Microsoft Clarifies Prism Cooperation And Refutes Reports From The Guardian

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The Xbox One‘s Kinect sensor being a required peripheral for the system to function has become less of an annoyance and more of a major concern for some gamers. Last week we reported on new information that came to light detailing Microsoft and Skype‘s level of cooperation in the NSA‘s Prism program. Since then Microsoft has been crossing T’s and dotting I’s along with collecting factual data that refutes some of the Guardian‘s claims. Due to government policy, Microsoft isn’t able to fully detail the nature of their relationship with the Prism program, but executive vice president Brad Smith explained as much as is permitted by the government. Microsoft has also petitioned the United States government to share more information about the nature of requests they receive in regard to sharing user information. In reference to this request, Smith said,

 “Government lawyers have yet to respond to the petition we filed in court on June 19, seeking permission to publish the volume of national security requests we have received,”

He also directly refuted many claims made by the Guardian’s report,

“We do not provide any government with direct access to emails or instant messages. Full stop,”

 

“To be clear, we do not provide any government with the ability to break the encryption, nor do we provide the government with the encryption keys,”

 

“When we are legally obligated to comply with demands, we pull the specified content from our servers where it sits in an unencrypted state, and then we provide it to the government agency.”

The final quote in the string applies to the documents that the Guardian cited when first reporting on Microsoft’s role in Prism. Smith doesn’t deny the conversations took place, he simply states they weren’t accurately interpreted.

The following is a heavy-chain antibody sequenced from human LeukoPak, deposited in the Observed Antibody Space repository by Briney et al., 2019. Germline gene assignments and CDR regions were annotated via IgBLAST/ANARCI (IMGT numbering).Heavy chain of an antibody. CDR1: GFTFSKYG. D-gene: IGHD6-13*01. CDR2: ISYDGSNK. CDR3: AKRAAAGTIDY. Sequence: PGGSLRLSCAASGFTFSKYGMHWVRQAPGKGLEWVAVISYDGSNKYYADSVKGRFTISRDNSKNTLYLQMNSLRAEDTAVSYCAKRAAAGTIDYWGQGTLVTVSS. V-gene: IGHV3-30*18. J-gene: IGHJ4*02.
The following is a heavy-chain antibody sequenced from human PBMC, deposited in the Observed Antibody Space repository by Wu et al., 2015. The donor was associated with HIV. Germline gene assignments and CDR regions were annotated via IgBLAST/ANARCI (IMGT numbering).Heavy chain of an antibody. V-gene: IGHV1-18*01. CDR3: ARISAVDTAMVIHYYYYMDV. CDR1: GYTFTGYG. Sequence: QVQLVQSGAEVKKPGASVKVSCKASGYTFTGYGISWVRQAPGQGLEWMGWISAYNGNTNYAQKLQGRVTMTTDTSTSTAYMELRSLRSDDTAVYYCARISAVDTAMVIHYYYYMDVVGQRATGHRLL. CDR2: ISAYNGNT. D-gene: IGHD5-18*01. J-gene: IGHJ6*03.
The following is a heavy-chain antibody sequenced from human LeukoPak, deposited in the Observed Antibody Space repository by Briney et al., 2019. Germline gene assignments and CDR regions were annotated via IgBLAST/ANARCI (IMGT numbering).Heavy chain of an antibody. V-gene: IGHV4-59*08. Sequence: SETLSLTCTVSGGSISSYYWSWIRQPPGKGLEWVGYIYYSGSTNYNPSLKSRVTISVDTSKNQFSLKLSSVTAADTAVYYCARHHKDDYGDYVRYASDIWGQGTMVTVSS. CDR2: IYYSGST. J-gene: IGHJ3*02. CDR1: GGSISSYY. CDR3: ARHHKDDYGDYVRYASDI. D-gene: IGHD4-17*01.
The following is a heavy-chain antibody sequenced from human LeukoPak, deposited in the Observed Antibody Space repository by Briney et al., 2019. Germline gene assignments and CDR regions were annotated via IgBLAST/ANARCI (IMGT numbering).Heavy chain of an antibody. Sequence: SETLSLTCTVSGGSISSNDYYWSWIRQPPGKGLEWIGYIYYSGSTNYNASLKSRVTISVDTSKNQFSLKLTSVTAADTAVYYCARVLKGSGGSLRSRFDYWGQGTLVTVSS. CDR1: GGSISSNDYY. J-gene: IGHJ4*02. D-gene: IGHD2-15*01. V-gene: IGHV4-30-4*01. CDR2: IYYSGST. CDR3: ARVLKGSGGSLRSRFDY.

“While we did discuss legal compliance requirements with the government as reported last week, in none of these discussions did Microsoft provide or agree to provide any government with direct access to user content or the ability to break our encryption,”

Smith also explains that any and all requests for information are processed through Microsoft’s compliance team, where they’re reviewed for validity. This seems to imply that Microsoft has denied requests in the past, but that isn’t specifically stated. Our hope is that Microsoft be granted further permission to clarify the type of collaboration the tech giant has had with the NSA’s Prism program. The expression ‘Any press is good press’ no longer applies when two straight months of black balling has taken place. At this point many gamers aren’t considering the amount of software they want to buy at the Xbox One’s launch, their consideration is focused on whether they want to bring the console into their homes, or not.

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Dylan Zellmer

Dylan splits time between games journalism, designing video games, and playing them. Outside of his deep involvement in the games industry, he enjoys It’s Always Sunny in Philadelphia, Shameless, A Song of Ice and Fire, fitness, and family.
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